A touch of wicker or something woven in a natural material adds a wonderful textural element to a room. Having just visited a wonderful exhibition of Bunny Mellon's botanical art collection on display at the New York Botanical Garden, I realized just how much I appreciate the mix of humble and haute materials, they create a textural juxtaposition that is pleasing to the eye. When it comes to finding pretty planters for indoor use, there aren't that many out there that win my approval. What I love about these simple woven baskets from Terrain is that they are useful and attractive. They come with a plastic liner and allow for easy watering, and are made of woven rattan. Available in three sizes, there is sure to be a size that fits your indoor garden needs.
Sisters artist Eliza Geddes and interior designer Lauren Geddes Duff in a country house designed by Duff
The creative spark, where does it comes from? Often it is always there, waiting to be ignited, as was the case with this creative duo, interior designer Lauren Geddes Duff and her sister, artist Eliza Geddes. The early influence of their interior designer mother helped steer their occupational outcomes. When siblings possess the creative gene, and pursue interior design and art, as Lauren and her sister Eliza have, it is fascinating to learn what their earliest influences were and how it guided their direction. I grew up with these talented sisters on Long Island, and it is exciting to share Duff's refined, classic aesthetic and Geddes's modern sensibility and how they collaborate. Lauren shared her country house with Stylebeat, and it showcases her refined eye, traditional style and how to work in a pretty, soft color palette. Eliza's abstract art is incorporated throughout the converted barn from the 1880's, and provides a fresh counterpoint to the classically designed setting. The sophisticated interiors feel as though they could be in the English countryside, but they are in a town just forty minutes outside New York City. These are definitely two creative talents to watch.
Your grew up with a mother that is an interior designer. How did that influence you?
L: It was a huge influence. Our house was constantly evolving, and I grew up visiting her job sites and making trips to the D & D. I remember sitting in the old Clarence House showroom as a child and loving those shopping bags! My mother worked for Sister Parish when she was first starting out, and while this experience was invaluable, she came from a family of designers, so a lot of what we both are today is a product of our environment. Her mother, Patricia Delehanty Hildt, was an artist, and her grandfather, Bradley Delehanty, an architect who designed many of the estates on the North Shore of Long Island during the Pre-War era. Legend has it he designed the private dining rooms at the 21 Club, and since it was during the Depression, he never sent them a bill. It was a gesture that was repaid every time he went there for dinner, for he too, was never sent a bill. He really cared about the people he designed for and I think that is such a great legacy. Although I was never able to meet him, I have been inspired by his life and influenced by what he passed along to my mother, Anne Geddes, and all that she has taught me.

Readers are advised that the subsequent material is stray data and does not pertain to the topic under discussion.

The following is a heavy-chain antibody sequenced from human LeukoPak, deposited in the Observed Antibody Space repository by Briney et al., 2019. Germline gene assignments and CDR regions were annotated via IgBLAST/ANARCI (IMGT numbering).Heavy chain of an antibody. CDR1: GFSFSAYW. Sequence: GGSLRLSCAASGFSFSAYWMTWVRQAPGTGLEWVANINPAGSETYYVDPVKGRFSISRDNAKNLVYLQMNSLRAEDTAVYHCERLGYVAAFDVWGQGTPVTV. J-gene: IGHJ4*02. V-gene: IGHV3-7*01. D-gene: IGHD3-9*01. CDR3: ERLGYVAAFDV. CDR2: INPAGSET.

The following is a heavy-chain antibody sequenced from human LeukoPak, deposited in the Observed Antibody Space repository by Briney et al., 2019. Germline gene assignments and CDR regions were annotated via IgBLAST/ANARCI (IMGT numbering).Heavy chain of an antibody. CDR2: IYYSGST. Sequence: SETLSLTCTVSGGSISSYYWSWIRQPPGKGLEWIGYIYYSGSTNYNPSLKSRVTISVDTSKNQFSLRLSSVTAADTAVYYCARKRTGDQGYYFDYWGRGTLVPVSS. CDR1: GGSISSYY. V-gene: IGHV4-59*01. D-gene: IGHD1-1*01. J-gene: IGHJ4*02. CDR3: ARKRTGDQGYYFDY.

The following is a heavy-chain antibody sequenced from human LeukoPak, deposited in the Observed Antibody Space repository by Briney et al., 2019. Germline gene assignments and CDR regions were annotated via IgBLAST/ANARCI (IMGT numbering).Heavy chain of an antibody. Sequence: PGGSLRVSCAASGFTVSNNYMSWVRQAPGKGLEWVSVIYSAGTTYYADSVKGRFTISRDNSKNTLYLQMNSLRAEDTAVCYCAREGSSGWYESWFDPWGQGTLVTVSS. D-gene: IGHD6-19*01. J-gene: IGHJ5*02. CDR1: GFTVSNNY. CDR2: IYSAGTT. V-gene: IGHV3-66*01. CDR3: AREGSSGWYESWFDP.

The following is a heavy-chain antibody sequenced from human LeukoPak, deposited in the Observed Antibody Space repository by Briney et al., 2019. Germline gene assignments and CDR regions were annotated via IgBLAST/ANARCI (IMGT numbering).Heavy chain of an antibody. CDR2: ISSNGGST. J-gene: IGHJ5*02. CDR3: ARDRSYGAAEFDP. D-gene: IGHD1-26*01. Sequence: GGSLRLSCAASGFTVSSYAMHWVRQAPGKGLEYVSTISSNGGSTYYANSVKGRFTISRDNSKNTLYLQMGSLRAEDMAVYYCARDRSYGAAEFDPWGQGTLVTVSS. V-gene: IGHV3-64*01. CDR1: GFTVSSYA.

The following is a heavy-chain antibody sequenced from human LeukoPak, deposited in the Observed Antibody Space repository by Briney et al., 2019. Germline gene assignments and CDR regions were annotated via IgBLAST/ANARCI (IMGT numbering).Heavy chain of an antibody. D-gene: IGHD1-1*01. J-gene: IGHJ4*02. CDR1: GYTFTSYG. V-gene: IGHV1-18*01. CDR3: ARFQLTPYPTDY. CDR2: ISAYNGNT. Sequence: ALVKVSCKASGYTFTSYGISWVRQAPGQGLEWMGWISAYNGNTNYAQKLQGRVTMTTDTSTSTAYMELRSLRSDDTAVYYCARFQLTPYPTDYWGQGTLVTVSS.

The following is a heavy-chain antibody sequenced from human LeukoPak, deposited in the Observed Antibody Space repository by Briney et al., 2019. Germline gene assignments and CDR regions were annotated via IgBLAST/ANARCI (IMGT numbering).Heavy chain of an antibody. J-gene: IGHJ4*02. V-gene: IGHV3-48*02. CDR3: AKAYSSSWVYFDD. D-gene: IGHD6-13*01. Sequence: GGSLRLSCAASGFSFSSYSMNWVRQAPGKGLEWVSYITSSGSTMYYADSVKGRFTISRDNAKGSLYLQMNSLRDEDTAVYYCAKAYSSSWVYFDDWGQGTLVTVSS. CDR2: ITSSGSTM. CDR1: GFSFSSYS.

E: We grew up in a red farm house, decorated by my mother, with old beams and wide planked floors. Although it was mostly filled with antiques, on the walls hung several of my grandmother’s paintings, which were more modern in style. I think that juxtaposition was a great inspiration, and I seek to create pieces that are at home in both traditional spaces and more contemporary settings.
When did you know your path was also a creative one?
L: Deep down I think I always knew. But I did not set out to follow in my mother’s footsteps. I worked at two non-profits and two Conde Nast publications before joining my mother’s firm in 2001. I went out on my own after she retired and have never looked back.
E: I think I always knew my path was a creative one. Over the years I have enjoyed exploring many mediums, from welding to mixed media sculpture. For the past decade I have been exclusively painting.
What most influences your work?
L: I love looking at the work of other designers, both past and present, and seeing how they chose to live. Carolina Irving’s Paris apartment, Oscar de la Renta’s Kent, Connecticut home and Furlow Gatewood’s magnificent Folly will continue to inspire me for years to come.
E: Cy Twombly, Lee Krasner and Robert Rauschenberg have all influenced my work.
What are some hallmarks of your work?
L: I think I am known for my color sense and being able to work with what my clients already have. I also love layering and mixing patterns and prints.
E: I am best known for my sense of balance and use of surface and texture. I paint with three somewhat unconventional materials: house paint, a foam brush and a putty knife. My paintings involve a long process of laying and texturing the canvas with intricate markings and various X forms.
Do you collaborate on projects?
L: I am working on a project right now where we are using one of Eliza’s paintings in a leather paneled library. The client knew of Eliza’s work before she hired me, and we were finalizing the design of the room when we both came the conclusion that Eliza’s work would complete the space. It’s exciting when it all comes together like that.
E: It’s great when the relationship between art and space is a seamless one. That said, neither my sister nor I force this interplay. If my art does not advance the space or if the space somehow compromises the integrity of the painting, we both take a pass.
How should someone approach using art in interiors, what advice do you have about placement, color, and scale?
L: There are those that say “never match a room to a painting”. And while I believe that to be true, I would not enjoy being in a room where the art overpowered the living space and conversely I would never want to design a room where the art is an afterthought. The room should be conceived as a whole when designing it. And it is crucial to get the scale right. It can be really helpful to invest in professional art installers like ILevel, because they can skillful arrange a gallery wall or advise on placement.